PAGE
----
You know you're in Salem and nowhere else, says 11-year-old Brooke, when you spot a hearse tour of haunted houses or pass a gaggle of black-robed Wiccans skulking down the sidewalk—and it's not even Halloween. A lot of strange stuff still goes on in this town famous for its 1692 witch trials, but there's a less ghoulish side. Brooke loves the town woods, the 18th-century buildings, and the tide pools down by the lighthouse. She has two younger sisters, Paula and Lydia. Their mother, Kate, is president of the Salem Athenaeum, a private library, and their dad commutes to a software management job in Boston, 30 minutes away by train. Home is an 1846 gray-shingled Victorian, with three balconies and three gables. Between figuring out this year's Halloween costume (a gypsy) and juggling horseback riding, ballet, and piano lessons, Brooke told us the tricks to discovering Salem's treats.
BEST WAYS TO SAY "BOO"
All during October, there's a bunch of events called Haunted Happenings [877/725-3662; www.hauntedhappenings.org]: at Salem Common, a pumpkin-carving contest, a cat and dog costume parade, and a big leaf pile to jump in. On October weekends at the House of the Seven Gables [54 Turner St.; 978/744-0991], actors dress up like characters from the book and tell their stories. My favorite is the ghost of Matthew Maule, the one the Pyncheon family accused of witchcraft and hanged. He wears buckled boots, a cloak—and a rope around his neck. The Peabody Essex Museum [East India Square; 978/745-9500] also has someone telling scary stories on several nights, around a bonfire and in the museum's four old houses. The stories are about real people—someone was actually murdered in the Gardner-Pingree House—or about when each house was built. I also love the Pickering House Harvest Festival [18 Broad St.; 978/745-1205; October 27 this year]. There's a hay maze and a barn that's turned into a haunted house.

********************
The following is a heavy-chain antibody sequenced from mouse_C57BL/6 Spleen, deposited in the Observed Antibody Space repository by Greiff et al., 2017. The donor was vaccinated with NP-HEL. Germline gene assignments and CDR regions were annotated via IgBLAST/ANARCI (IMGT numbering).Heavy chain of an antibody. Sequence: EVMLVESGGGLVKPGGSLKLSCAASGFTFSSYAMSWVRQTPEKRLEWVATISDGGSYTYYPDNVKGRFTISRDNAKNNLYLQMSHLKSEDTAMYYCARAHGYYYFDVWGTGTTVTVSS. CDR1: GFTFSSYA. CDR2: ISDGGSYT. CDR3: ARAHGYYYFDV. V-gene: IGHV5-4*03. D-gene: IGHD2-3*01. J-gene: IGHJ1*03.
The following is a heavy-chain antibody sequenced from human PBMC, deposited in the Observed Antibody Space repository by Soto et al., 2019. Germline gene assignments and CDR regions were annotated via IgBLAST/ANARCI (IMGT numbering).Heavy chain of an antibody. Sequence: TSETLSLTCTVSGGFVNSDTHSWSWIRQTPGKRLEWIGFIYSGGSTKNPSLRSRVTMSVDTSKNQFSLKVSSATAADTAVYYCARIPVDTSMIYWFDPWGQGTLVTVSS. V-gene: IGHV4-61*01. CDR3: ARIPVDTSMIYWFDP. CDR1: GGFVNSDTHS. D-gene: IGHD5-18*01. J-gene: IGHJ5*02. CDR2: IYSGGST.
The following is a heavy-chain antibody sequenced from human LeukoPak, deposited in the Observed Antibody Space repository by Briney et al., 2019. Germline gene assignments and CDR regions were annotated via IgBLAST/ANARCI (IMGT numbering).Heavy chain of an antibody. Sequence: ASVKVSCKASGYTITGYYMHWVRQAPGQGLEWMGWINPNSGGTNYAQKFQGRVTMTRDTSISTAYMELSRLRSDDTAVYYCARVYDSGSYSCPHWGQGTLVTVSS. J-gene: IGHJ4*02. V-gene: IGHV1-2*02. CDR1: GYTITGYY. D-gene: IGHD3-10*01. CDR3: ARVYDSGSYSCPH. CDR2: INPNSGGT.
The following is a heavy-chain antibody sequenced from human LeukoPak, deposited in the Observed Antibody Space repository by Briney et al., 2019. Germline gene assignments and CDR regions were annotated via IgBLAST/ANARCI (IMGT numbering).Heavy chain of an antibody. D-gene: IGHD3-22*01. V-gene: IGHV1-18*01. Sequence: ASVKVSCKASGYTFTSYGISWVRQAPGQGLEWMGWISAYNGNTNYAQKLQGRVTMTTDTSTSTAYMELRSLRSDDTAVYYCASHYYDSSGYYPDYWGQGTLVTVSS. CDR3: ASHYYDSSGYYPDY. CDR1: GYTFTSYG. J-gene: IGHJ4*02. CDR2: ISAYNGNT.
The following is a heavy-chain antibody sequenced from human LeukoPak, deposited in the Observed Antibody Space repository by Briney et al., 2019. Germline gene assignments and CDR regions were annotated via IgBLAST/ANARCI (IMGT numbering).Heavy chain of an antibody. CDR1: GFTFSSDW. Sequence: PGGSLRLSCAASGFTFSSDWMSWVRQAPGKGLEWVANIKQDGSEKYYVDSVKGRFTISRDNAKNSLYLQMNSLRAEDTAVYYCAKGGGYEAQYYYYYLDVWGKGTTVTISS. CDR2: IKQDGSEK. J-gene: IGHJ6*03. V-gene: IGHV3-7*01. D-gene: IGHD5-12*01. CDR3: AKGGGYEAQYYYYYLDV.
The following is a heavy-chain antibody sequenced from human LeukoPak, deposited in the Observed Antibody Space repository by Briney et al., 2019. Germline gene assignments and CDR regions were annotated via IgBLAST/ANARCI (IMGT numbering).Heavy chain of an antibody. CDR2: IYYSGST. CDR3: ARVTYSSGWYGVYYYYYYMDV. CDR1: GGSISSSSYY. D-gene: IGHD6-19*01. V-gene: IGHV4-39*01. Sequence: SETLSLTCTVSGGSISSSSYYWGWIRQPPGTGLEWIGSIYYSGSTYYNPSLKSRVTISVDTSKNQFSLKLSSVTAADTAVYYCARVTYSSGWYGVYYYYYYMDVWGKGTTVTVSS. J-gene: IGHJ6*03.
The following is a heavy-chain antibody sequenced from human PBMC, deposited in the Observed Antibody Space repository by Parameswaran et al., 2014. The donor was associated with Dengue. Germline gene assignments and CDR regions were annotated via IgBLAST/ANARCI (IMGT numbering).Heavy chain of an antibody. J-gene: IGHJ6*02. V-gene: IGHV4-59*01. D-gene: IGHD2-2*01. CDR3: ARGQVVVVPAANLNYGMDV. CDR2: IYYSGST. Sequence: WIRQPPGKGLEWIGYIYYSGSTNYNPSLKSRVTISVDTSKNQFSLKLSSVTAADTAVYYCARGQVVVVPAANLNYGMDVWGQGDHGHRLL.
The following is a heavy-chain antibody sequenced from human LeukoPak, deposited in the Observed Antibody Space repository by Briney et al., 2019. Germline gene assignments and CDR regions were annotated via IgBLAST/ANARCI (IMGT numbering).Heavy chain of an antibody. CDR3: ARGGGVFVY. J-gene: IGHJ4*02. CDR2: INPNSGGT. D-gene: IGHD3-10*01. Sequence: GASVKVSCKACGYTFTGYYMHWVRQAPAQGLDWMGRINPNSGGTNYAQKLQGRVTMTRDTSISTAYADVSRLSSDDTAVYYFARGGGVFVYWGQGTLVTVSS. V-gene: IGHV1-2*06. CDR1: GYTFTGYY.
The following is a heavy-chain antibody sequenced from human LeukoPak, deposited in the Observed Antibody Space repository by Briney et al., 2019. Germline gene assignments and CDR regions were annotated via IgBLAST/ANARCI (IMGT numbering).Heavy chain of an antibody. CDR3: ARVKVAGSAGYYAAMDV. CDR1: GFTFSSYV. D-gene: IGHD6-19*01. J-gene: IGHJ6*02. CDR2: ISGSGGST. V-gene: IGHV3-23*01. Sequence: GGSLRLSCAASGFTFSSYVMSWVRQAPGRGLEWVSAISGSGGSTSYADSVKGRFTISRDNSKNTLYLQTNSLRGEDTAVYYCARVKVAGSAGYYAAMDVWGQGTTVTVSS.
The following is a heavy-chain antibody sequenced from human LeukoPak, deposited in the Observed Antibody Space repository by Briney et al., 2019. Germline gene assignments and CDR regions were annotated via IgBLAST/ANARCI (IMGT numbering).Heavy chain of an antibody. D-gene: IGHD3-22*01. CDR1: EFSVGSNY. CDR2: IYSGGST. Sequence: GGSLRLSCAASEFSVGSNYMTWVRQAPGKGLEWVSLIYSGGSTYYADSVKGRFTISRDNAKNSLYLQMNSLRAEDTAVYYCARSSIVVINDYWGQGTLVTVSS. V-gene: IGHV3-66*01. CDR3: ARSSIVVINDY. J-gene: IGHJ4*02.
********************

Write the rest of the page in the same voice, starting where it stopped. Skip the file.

Even when it's not Halloween, my friends and I like to walk through the Charter Street Graveyard to look for the oldest stones—someone from the Mayflower is buried there. We also stop at the Witch Trials Memorial near the cemetery. There's a stone wall around some dark trees, and the benches in the wall have the names of the victims. My mother says it's a nice place to sit and think, but we play tag around the trees.
IF THESE WALLS COULD TALK
Salem is really famous for its architecture. The Witch House [310 Essex St.; 978/744-0180] is the only building left that was part of the witch trials—some of the accused people were first questioned there. It's a cool house to tour because the inside has been restored to the way it was. For more old houses, walk down the brick sidewalks on Chestnut Street, a block away. The Phillips House [34 Chestnut St.; 978/744-0440; open for tours] was built near here in Danvers, but in the 1820's, after the people who lived in it got a divorce, they cut the house in two and the husband moved his rooms to Salem.